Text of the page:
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THE BEAUTIFUL LAND by Alan Averill

THE BEAUTIFUL LAND

By Alan Averill

Pub Date: June 4th, 2013
ISBN: 978-0-425-26527-7
Publisher: Ace/Berkley

Time travel thriller, complete with suicidal hero, crazy girlfriend and mad, bad scientist: Averill’s debut.

Tak O’Leary made a name for himself as the daredevil host of a TV reality show where he would tackle extreme environments accompanied only by a knife and a cameraman. Eventually, he lost everything. He’s ready to hang himself in a crummy New York hotel room when the phone rings: It’s Judith Halford, executive of the Axon Corporation, offering him a job as an explorer. What she doesn’t yet tell him is that he’ll he exploring alternate realities, courtesy of a time machine invented by evil supergenius Charles Yates. Tak takes the job. Four years later, Tak understands that Yates is uninterested in exploration; instead, he wants to destroy all the timelines, leaving only one called the Beautiful Land, where the occupant—Yates himself—can create his own reality by the power of thought. Yates has already destroyed most of the alternate timelines by bringing in weird and apparently unstoppable birdlike entities whose only purpose is to kill. Tak wants to save the world, but he also wants to save the love of his life, Samira Moheb, an Iranian-American driven mad by the horrors she witnessed as a translator during the Iraq War. So, he steals a portable version of the time machine and sets off to find Samira, who thinks he hanged himself four years ago. Much of this, and what ensues, is exciting and often touching, although the semicomic tone sits uneasily among the horrors. There’s a huge structural problem, too; Averill constructed his backdrop to fit the plot, with the result that the time travel ideas lack logic and rigor. Yates is an absurdly stereotypical figure. Where do the mysterious bird-things come from, and what makes them impossible to defeat? And what does a wish-fulfillment reality have to do with time travel?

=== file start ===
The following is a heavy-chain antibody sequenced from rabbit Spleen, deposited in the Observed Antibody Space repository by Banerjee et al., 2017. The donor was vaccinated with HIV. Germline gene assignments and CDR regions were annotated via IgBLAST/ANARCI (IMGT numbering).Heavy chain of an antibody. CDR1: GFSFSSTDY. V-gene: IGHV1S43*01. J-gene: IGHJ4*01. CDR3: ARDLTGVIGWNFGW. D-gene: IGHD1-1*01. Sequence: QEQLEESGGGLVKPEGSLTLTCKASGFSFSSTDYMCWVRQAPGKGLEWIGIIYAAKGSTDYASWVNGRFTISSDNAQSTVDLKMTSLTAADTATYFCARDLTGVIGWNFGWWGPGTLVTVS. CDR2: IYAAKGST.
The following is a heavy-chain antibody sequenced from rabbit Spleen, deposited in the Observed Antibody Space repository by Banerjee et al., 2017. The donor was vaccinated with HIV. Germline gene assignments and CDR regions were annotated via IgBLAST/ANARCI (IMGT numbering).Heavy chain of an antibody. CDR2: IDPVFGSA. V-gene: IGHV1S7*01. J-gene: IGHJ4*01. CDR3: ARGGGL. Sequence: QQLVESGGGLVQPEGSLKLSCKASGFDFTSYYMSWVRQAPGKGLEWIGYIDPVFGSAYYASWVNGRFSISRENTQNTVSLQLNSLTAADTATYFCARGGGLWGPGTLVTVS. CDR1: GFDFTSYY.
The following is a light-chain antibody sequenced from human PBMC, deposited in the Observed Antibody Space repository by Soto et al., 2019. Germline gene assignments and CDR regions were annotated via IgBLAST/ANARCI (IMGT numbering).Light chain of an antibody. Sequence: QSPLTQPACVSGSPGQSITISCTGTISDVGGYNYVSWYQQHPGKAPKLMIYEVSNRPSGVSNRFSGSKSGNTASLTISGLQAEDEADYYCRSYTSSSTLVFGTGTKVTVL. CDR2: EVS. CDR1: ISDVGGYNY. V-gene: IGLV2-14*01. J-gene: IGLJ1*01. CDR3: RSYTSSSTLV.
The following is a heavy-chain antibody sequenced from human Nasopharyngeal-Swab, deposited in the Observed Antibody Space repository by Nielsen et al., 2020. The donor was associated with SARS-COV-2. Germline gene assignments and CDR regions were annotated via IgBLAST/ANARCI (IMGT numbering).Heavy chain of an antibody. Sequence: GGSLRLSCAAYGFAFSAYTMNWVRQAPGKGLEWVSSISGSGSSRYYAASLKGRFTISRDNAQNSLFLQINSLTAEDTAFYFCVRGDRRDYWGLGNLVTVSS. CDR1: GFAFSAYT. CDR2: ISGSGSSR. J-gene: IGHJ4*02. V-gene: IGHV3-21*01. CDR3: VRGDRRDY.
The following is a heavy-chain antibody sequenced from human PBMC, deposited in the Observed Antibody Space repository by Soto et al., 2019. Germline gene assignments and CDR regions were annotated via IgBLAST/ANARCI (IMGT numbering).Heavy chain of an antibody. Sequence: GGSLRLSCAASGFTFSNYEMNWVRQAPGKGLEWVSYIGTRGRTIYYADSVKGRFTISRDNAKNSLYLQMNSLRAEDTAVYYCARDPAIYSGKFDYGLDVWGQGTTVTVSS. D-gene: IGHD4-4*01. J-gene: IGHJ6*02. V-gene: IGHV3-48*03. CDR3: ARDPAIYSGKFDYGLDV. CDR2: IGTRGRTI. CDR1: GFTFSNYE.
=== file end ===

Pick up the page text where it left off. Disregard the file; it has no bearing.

Overall, half enjoyable, half unpalatable.